• The last two sentences no longer appear in the Wikipedia entry... I suggest finding a more stable reference, friend. – elliot svensson Mar 28 '18 at 14:22


Naturally, being rational requires not contradicting oneself, but there is no self-contradiction in the maxim “I will make lying promises when it achieves something I want”. An immoral action clearly does not involve a self-contradiction in this sense (as would the maxim of finding a married bachelor). Kant's position is that it is irrational to perform an action if that action's maxim contradicts itself once made into a universal law of nature. The maxim of lying whenever it gets what you want generates a contradiction once you try to combine it with the universalized version that all rational agents must, by a law of nature, lie when it gets what they want.

See, also for "how this might work", the SEP. Alternatively:

Kant asserted that lying, or deception of any kind, would be forbidden under any interpretation and in any circumstance. In Groundwork, Kant gives the example of a person who seeks to borrow money without intending to pay it back. This is a contradiction because if it were a universal action, no person would lend money anymore as he knows that he will never be paid back. The maxim of this action, says Kant, results in a contradiction in conceivability (and thus contradicts perfect duty). With lying, it would logically contradict the reliability of language. If it is universally acceptable to lie, then no one would believe anyone and all truths would be assumed to be lies. The right to deceive could also not be claimed because it would deny the status of the person deceived as an end in itself. The theft would be incompatible with a possible kingdom of ends. Therefore, Kant denied the right to lie or deceive for any reason, regardless of context or anticipated consequences.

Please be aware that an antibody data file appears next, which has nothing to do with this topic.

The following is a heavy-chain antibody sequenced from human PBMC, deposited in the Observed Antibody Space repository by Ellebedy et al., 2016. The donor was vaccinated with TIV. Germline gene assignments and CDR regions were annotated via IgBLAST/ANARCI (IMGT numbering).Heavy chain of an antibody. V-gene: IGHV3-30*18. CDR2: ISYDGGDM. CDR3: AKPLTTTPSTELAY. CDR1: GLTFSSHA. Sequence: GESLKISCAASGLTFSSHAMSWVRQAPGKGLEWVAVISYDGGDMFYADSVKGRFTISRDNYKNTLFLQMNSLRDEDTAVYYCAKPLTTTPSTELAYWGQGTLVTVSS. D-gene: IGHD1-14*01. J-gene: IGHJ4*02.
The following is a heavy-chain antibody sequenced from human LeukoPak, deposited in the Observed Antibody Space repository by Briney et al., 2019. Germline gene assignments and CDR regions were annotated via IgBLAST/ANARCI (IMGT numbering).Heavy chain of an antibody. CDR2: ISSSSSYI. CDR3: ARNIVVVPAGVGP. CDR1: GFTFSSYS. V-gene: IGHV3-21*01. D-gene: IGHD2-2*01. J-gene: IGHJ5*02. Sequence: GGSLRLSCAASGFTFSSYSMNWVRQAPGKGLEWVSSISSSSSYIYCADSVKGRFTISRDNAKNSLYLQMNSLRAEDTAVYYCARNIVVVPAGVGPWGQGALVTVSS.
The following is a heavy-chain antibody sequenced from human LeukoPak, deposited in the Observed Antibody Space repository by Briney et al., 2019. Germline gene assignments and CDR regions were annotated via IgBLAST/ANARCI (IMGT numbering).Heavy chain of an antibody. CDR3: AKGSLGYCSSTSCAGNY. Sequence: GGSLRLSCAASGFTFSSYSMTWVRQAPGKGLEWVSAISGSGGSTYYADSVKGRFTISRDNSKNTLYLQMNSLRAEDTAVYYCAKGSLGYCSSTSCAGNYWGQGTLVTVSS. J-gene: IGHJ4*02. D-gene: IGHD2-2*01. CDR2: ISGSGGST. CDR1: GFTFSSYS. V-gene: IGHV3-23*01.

PS: Not counting Fichte, Schelling, Hegel, Herder and Schopenhauer,* Kant, I think, didn't have children. I guess that would have made it easy for him to answer such questions in such ways. (And perhaps including Fichte et alii wouldn't make a difference either.)


This exact situation was navigated by none other than Jesus. The last time he entered Jerusalem, the Pharisees were trying to locate Jesus so that they could let kangaroo justice run its course and get him killed. They enlisted the help of the Romans, who governed the city, making finding Jesus a government imperative, which Judas obeyed. Yet there are few who regard Judas' actions in providing the governors this bit of intelligence as the right thing to do.